Tag Archiv: shoes

Shoes

picture compliments of morguefile.com

picture compliments of morguefile.com

I have been pondering shoes. I got into a conversation with someone a little while ago about photographing shoes instead of faces. Now I keep seeing shoes.

My feet are familiar with four sets.

  1. Sneakers. Black with pink Nike check. They impressed me on my sister-in-law’s feet a few years ago. She said it was okay to buy the same pair.
  2. Black shoes. I wear these anytime it is cold and can’t wear sneakers. They have a sturdy rubber sole and could have been worn by my grandmother, ergo, their style is timeless.
  3. Brown fancy sandals (by fancy I mean not a birkentock):  1/4 flat sole. Three strands of leather. Worn when it is too hot for the black shoes
  4. Rubber boots (also black). The gold standard of farm footwear.

 

I checked and found the following buried in my closet. Writing about them may push their expiry date.

  1. Brown loafers (Too big. Fall off if I don’t walk carefully.)
  2. Blue sneakers (Too big. Kept for sentimental reasons)
  3. High tops (Too small. Kept because I don’t like the idea of not owning good basketball shoes.)
  4. Old black shoes (recently revived by shoe polish they strongly resemble current black shoes.)
  5. Ugliest pair of brown sandals ever (worn only when I can think of no other ways to punish myself.)
  6. Blue heavy duty sandals (quite ripped and discolored. worn if there is water within a mile and I can pretend they are just my water shoes)

 

I probably don’t have to spell out the fact that my life has not involved a great deal of interest in shoes. Now that I am noticing them, shoes everywhere are catching me off guard.

Take B’s shoes, for instance. Each pair I have noticed are woefully unprepared for fight or flight and surprisingly not the least bit concerned about it. They look smart – as in intelligent. Can a shoe do this or am I projecting? I would not describe B as someone who sashays across a room. Her shoes, on the other hand, well, B’s shoes are unapologetically having a good time. My shoes look at each other sideways. Are they supposed to be having fun?

RA would no more wear a shoe devoid of style than one would chop off a toe. It isn’t done. But style, I learned, is not enough. There is a running shoe for actually jogging and a different one entirely for hiking in the park. From this I infer there to be shoes made for church but not for weddings and vice versa. Could there be shoes for dinner dates and movies? Concerts and parties? My black shoes pretend not to be curious.

J’s shoes are stylish but understated. Always sharp and classy, one can imagine them being gracious, even compassionate towards the serviceable shoe. All my shoes appreciate the vote of confidence.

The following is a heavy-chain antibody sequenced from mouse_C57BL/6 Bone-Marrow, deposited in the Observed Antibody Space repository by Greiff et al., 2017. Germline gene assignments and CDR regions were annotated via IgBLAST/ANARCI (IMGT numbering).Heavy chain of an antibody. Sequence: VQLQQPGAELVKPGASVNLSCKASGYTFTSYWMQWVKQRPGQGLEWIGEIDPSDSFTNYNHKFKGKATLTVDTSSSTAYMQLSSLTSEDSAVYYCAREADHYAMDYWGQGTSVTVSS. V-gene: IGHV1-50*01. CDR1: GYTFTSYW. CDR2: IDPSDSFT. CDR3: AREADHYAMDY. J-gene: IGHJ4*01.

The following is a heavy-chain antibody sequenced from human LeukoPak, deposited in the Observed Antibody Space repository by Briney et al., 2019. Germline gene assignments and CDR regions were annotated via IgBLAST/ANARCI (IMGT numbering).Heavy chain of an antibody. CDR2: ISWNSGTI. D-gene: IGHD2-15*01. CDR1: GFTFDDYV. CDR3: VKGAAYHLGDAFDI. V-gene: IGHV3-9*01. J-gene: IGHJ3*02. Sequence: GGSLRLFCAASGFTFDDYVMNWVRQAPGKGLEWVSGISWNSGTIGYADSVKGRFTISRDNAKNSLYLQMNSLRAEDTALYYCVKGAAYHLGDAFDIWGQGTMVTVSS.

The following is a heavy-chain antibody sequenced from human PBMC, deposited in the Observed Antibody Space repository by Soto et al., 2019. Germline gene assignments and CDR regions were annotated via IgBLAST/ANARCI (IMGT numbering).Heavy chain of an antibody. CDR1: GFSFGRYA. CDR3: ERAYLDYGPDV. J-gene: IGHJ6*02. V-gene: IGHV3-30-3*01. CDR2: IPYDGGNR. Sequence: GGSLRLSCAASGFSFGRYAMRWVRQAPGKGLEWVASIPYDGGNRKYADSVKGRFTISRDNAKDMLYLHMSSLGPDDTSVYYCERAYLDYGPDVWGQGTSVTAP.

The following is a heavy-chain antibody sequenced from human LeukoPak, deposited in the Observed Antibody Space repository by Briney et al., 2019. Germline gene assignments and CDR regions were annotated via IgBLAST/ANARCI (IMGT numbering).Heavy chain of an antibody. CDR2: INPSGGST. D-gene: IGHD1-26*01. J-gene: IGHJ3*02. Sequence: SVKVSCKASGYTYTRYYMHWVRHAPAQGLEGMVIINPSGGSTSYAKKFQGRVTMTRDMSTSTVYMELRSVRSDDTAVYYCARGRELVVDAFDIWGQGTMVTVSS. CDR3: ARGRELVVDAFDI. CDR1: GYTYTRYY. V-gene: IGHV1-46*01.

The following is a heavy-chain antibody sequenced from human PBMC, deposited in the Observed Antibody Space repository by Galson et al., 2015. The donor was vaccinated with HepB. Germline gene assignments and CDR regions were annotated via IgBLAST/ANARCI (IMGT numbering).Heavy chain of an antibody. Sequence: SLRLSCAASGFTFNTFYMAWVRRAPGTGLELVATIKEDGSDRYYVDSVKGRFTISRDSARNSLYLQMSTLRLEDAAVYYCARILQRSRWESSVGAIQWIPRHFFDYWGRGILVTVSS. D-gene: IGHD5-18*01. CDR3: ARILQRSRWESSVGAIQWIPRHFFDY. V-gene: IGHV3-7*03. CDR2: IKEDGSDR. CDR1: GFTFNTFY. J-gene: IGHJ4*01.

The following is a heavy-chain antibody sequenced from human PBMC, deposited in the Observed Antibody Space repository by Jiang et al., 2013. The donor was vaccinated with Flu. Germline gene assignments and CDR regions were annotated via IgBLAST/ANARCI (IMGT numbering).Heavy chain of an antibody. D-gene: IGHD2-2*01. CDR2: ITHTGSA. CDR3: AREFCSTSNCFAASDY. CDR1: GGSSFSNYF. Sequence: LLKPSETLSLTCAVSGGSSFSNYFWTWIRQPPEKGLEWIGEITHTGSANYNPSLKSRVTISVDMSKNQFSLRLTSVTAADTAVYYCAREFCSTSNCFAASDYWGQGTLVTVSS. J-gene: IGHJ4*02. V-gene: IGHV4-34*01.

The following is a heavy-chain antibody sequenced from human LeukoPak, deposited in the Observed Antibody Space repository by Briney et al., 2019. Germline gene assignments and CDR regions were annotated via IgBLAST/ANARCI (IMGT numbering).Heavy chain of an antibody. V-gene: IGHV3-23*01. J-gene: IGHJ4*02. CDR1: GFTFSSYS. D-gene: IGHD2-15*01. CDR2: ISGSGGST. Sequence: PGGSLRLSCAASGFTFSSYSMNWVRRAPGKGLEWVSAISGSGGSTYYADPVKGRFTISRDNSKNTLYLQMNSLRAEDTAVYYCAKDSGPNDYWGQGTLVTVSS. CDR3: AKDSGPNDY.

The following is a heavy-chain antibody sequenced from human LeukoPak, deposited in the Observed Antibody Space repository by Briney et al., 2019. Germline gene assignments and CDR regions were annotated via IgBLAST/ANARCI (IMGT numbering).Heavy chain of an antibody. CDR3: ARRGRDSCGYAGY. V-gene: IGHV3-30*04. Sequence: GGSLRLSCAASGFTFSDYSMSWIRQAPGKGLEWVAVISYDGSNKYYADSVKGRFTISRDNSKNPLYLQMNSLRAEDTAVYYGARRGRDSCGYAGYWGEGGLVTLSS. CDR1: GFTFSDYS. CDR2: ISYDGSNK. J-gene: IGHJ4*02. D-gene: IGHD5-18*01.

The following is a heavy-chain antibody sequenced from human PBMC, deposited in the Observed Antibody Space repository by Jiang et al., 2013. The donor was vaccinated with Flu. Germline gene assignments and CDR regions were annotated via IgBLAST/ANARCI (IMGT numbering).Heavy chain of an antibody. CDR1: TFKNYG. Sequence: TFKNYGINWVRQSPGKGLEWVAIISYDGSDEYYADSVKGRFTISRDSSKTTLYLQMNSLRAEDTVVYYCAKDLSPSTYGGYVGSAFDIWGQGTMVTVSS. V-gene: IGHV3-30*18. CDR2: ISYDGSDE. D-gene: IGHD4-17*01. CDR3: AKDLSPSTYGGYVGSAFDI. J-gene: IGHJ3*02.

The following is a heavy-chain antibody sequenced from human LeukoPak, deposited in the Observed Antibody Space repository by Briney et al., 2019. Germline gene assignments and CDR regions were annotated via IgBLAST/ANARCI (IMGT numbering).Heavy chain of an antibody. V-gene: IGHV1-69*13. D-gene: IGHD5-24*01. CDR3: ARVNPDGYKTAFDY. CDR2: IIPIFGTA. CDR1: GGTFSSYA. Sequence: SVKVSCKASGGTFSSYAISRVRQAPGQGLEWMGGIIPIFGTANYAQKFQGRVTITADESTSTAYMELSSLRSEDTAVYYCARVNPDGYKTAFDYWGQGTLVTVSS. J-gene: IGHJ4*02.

C loves the cute shoe. C sees particular shoes in relation to specific situations, but unlike RA (whose primary concern is the correct choice) C’s shoes are about celebration. If they could sing or dance, C’s shoes would do the cha cha.   Celebrate with me, they say. Life is good . . .  and even when it’s not, you’ll feel better looking at me!   None of my shoes know how to respond to this. What self respecting shoe would want to be looked at?

One day the sun comes up and moves across the sky just like the day before. The next day, I unwittingly discover an alternate world about five feet below my line of vision. Unbeknownst to me, it has co-existed all around me for years. My feet are asking questions. My shoes are not sure what to expect.

 

On Death and Love

 

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November is a traditional time for remembering those who have died. Churches remember. Countries remember. As if on cue, entire northern climates cycle from life to death or dormancy.

On my walks I often see an older couple. They tend a grave with great care. Every day of the year, in snow or rain, hot or cold, they go to the grave. There is a bench, a bird feeder, and little lamps always burning. In winter, they keep a path shovelled to the grave. All kinds of animals come year round. Despite the location, it is a very lively place. At first I tried to figure what to make of it. Then I decided it wasn’t mine to worry about one way of the other. They’re just a part of the landscape now. I wave. They wave back. I keep the dog away from their spot.

Two years ago my brother was visiting with his kids. Something got it into our heads to visit my mother’s grave. We took the kids, all eight of them, with toothbrushes, a bucket and some soap, to tidy up the grave stone. It wasn’t morbid, it was pleasant. She would have loved them chattering and curious.

My mother was the first person I loved  who died. The first person I knew was the piano player from our church. Her name was Lois Olsen and we kept her dog while she was sick. She was as old as the hills. I was curious about the funeral, but hanging around a church with a dead body inside was too scary for me. My brother and I stayed at home. Watched from the upstairs window as the hearse drove up and her casket was taken into the church. Staring at a box that had the actual body of someone I had seen play a piano was somber and sad and fascinating.

When my mother died, I had the hardest time getting rid of her shoes. They were the wrong size for me, but all I could think was: when you’re dead, your family doesn’t want your shoes. It was a few years before I could bring myself to part with them.

I miss my mother. I grieve her loss. But much harder for me is to love her, not as a memory of how I did love her, but as a verb, now, in the present tense. To love her now is to say that just beyond my reach, she is still as real as I am. That, while neither of us can bridge the gulf between us, love can. In fact, it already has.

We love now as best we can across the chasm. Mothers. Friends. Babies not yet born. With tiny faith, our love claims: O death, where is thy sting?

And then someday –